Nowadays, we do not need tents made from animal hides like this. Although, there are still some made utilizing that. Today, we have tons of great fabric options that can keep tents impressive against all sorts of conditions.
The 4-Season Tent Handles A Lot:
People tend to call them Winter Tents often due to being able to stack up against all sorts of winter weather issues such as sleet, hail, snow, ice, and very high winds. Most tend to be mesh-free, unlike many 3-season tents.
You’ll normally see them built with polyester or nylon in an effort to trap body heat while still keeping wind temperature from getting inside. That is not to say that do not have some level of breathability, as many have vents and open to control condensation issues.
These tents also have rain flaps or vestibules that will go to the ground and can block snow and wind from getting in quite well. There might even be flaps that fold inward to allow snow to pack onto the tent without affecting the stability of the tent itself.
Due to all of this, the frame on a 4-season tent will often be thicker with aluminum or another powerful metal used throughout. Of course, many of these tents take a little longer to put up but are well worth the extra time.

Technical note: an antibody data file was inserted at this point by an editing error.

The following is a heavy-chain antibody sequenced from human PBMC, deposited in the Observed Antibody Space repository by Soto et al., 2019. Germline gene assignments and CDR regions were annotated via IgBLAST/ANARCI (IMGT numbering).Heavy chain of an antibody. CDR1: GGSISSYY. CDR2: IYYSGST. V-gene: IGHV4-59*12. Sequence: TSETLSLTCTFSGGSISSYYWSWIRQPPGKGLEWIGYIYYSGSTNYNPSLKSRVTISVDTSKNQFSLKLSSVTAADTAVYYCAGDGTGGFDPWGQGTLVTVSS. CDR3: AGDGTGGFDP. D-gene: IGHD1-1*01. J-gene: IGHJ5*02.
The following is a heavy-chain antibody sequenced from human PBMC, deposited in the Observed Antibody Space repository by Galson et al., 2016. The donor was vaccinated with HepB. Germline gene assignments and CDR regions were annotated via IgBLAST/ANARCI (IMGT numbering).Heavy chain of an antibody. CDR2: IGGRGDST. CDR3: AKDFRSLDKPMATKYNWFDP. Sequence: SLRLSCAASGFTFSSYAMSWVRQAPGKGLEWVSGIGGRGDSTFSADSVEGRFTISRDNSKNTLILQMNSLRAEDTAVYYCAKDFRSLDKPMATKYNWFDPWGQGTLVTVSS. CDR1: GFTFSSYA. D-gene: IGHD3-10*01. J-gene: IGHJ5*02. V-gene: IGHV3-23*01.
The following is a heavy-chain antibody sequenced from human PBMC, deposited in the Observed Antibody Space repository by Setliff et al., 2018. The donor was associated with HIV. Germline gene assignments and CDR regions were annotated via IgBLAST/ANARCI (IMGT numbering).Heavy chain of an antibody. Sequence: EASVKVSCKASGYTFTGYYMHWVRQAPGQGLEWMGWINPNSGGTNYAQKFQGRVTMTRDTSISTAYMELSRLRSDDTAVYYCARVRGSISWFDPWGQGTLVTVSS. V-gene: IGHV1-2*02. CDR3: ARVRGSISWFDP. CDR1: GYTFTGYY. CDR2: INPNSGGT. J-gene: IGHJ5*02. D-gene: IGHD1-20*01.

They also traditionally have extra doors, additional guy out points, as well as several indoor gear pockets. Due to a lot of this, weight is typically higher compared to 3-season tents. You’ll usually see them anywhere between 8 and 25lbs.
New tech is cutting this weight down a good bit, however.
Which One Should You Buy?
This can be a loaded question, as it truly all depends on the needs you have compared to others. As we also referenced above, your location and when you camp will have a lot to do with this too. Generally speaking, 4-season tents are the better option just because they can be used all year.